91 Accord distributor and Master Module?

I was just pulling out of a parking spot when the car died. That never happens and I knew it wouldn't restart. It didn't. There was no problem cranking, it just wouldn't catch.
I had it towed to a service station with a good reputation and they diagnosed that the distributor and master module needed replacing and that it often happens with Hondas at around 100,000 miles.
Price was just under $600. Ouch. I had it done because there wasn't really much of an option. The price was mostly parts, with the distributor being around $300. I could have gotten junk yard parts most likely but I don't think I could have done the work.
Does this repair seem reasonable? I liked the shop and it isn't too far from me. My old mechanic sold his station and I don't trust the new guys so I do need a new one.
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From my experiences with my 91 Civic and reading about many other Hondas here, Hondas typically benefit greatly from having a second new distributor housing (not to include the igniter and coil) installed late in life. I had a new housing put on at about 140k miles. Old housings typically start to see bearing problems, rotor shaft set screw problems, and oil leak problems. I think that covers the gamut anyway.
I would not buy a junk yard distributor housing. I'd buy OEM new. If time permitted, I'd use online OEM sites.
By "Master Module" do you mean ignition module, a.k.a. igniter, which bolts etc. onto the distributor housing? My Civic's original igniter failed at about 90k miles back in 1997. I had a non-OEM igniter installed then.
The original ignition coil (also mounted on the distributor housing) failed at about 120k miles in 2001. The non-OEM one lasted until 2003.
In 2003, a shop installed a new housing (w/cap, this cost $472 for parts and labor). Ten or so days later, the car still had sporadic shutdown problems, and the shop put in a new coil (later, due to misdiagnosis, "only" another $95). I then installed a new igniter pre-emptively. All OEM parts. It's almost exactly four years later, and all goes well. I have come to the conclusion that the new distributor housing, while likely not essential in 2003 (the shop blamed my jury rigged rotor fix, shark bastards), was probably prudent.
The old non-OEM igniter is now an emergency spare. I inspect the inside of the distributor cap housing maybe once a year, looking for moisture (so failed seal) and dust (failed bearing) and oil (different failed seal).
I don't think $600 is bad, even if it did not include a new igniter nor coil.
The question that begs, though, is whether they used OEM parts.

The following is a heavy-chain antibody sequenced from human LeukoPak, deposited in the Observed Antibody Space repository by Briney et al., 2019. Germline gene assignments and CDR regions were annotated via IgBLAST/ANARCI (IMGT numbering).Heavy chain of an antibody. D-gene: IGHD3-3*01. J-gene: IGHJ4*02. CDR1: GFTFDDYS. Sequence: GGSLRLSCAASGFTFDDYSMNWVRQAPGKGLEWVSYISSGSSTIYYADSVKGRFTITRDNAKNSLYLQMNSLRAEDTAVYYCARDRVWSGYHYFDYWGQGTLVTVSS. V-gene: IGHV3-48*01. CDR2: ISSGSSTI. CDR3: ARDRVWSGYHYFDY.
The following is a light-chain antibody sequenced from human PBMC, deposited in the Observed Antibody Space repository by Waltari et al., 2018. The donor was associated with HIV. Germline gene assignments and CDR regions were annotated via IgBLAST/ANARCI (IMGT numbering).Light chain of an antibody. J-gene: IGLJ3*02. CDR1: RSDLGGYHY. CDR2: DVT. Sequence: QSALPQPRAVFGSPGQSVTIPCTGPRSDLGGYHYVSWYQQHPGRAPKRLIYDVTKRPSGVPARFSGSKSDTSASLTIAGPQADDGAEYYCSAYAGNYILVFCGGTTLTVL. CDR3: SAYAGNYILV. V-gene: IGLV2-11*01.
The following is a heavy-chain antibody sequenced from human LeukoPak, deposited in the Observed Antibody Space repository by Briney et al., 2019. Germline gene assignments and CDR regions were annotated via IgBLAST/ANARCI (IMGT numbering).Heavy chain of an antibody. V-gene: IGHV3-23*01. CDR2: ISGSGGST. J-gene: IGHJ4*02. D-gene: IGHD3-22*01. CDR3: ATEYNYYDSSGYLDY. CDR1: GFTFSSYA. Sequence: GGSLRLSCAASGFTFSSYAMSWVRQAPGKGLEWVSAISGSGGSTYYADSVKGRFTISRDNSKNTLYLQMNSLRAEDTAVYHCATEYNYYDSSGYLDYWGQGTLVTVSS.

BTW, using OEM ignition wires, and replacing them or checking them routinely, along with the OEM recommended spark plugs, should lengthen the lives of the coil and possibly igniter, too. IIRC I did not start using OEM parts routinely for these until after 2002.

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On Sun, 08 Apr 2007 13:36:34 GMT, "Elle"

Thanks much. I really do need a new mechanic and these guys seemed good. It's a very busy place and not too far from home.
You're right about a junkyard distributor; I would have liked to try OEM but that really wasn't an option.
I think I'm suffering from non-buyers remorse. I tried to buy a Fit earlier this year and couldn't get one at a reasonable price so I put a bunch of money into my Accord. As a reward, it let me down.
It's so hard to know when to get rid of it, but it doesn't even have 100,000 miles yet.
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I would not write off this shop just yet.
Some folks here on occasion have reported picking up a really cheap distributor housing, coil, and igniter at Autozone for an older Honda. They wrote that, if the assembly lasted a year, they'd be happy. Overall, this does not seem like a bad gamble to me. I just plan to keep my old Civic more than a year.

Hang on; don't give up just yet. It's very possible you have turned a corner here, and the money you put into it recently will be the last big wad for several years. This is what I am finding with my 91 Civic.
Remember that the original distributor housing (and coil and igniter?) failing was pretty predictable. Now it should be good for I figure at least a year; maybe three or more. And you know a little what to look for when the car next gives you problems.

Lot of city driving or other extreme conditions (temperatures?)?
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On Mon, 09 Apr 2007 12:55:24 GMT, "Elle"

Oh yes, I got it used but it was sold and serviced by the dealer I bought it from, so it's all NYC driving. That means potholes, slush, salt, stop and go. Pretty hard miles. OTOH, it wasn't flooded. Well, not until last year when it got flooded in a park-n-ride lot. That was my first post to the group; you folks told me that I had probably killed the computer and I picked one up at at the junkyard for $60 and put it in and it worked fine.
The idea to dry out the interior by filling it with cat litter was my idea however.That really worked well actually.
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I would agree with the 'turn the corner' idea. I bought my 1991 Honda Accord in 2003. I was plagued with a few problems soon after the purchase, including your distributor problem. (It was replaced by a used one to the tune of about $300 parts+labor; so far so good.) Another ordeal started when the driver's side window came out of track. I tried to remedy the problem myself, with no luck. The next day the door wouldn't open. I thought I had messed something up, and turned the whole thing over to a garage. After diagnosing the infamous 'frozen latch' problem, they ended up removing the seat to get at the innards of the door, finally cutting it open, replacing the latch and, ultimately, the window. You see, there are little clamps on the window... once they come off, you just have to get a new window...